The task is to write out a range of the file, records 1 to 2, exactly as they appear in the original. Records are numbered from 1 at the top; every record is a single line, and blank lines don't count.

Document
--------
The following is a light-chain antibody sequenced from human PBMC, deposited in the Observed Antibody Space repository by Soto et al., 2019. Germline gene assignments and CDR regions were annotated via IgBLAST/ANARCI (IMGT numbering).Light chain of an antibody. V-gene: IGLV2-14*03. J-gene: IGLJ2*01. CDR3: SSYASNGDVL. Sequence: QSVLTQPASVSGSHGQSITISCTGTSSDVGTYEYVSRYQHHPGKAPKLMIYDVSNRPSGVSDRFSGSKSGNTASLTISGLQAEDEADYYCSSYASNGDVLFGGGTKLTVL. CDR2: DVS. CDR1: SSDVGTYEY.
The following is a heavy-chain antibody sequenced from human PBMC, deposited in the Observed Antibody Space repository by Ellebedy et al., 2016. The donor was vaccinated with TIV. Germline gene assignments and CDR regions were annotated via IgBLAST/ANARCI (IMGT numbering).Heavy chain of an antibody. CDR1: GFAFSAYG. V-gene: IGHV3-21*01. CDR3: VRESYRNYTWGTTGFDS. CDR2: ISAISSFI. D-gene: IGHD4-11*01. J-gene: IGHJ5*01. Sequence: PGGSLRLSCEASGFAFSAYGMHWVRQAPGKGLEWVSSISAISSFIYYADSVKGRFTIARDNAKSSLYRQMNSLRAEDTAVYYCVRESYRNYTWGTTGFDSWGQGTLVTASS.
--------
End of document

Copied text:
The following is a light-chain antibody sequenced from human PBMC, deposited in the Observed Antibody Space repository by Soto et al., 2019. Germline gene assignments and CDR regions were annotated via IgBLAST/ANARCI (IMGT numbering).Light chain of an antibody. V-gene: IGLV2-14*03. J-gene: IGLJ2*01. CDR3: SSYASNGDVL. Sequence: QSVLTQPASVSGSHGQSITISCTGTSSDVGTYEYVSRYQHHPGKAPKLMIYDVSNRPSGVSDRFSGSKSGNTASLTISGLQAEDEADYYCSSYASNGDVLFGGGTKLTVL. CDR2: DVS. CDR1: SSDVGTYEY.
The following is a heavy-chain antibody sequenced from human PBMC, deposited in the Observed Antibody Space repository by Ellebedy et al., 2016. The donor was vaccinated with TIV. Germline gene assignments and CDR regions were annotated via IgBLAST/ANARCI (IMGT numbering).Heavy chain of an antibody. CDR1: GFAFSAYG. V-gene: IGHV3-21*01. CDR3: VRESYRNYTWGTTGFDS. CDR2: ISAISSFI. D-gene: IGHD4-11*01. J-gene: IGHJ5*01. Sequence: PGGSLRLSCEASGFAFSAYGMHWVRQAPGKGLEWVSSISAISSFIYYADSVKGRFTIARDNAKSSLYRQMNSLRAEDTAVYYCVRESYRNYTWGTTGFDSWGQGTLVTASS.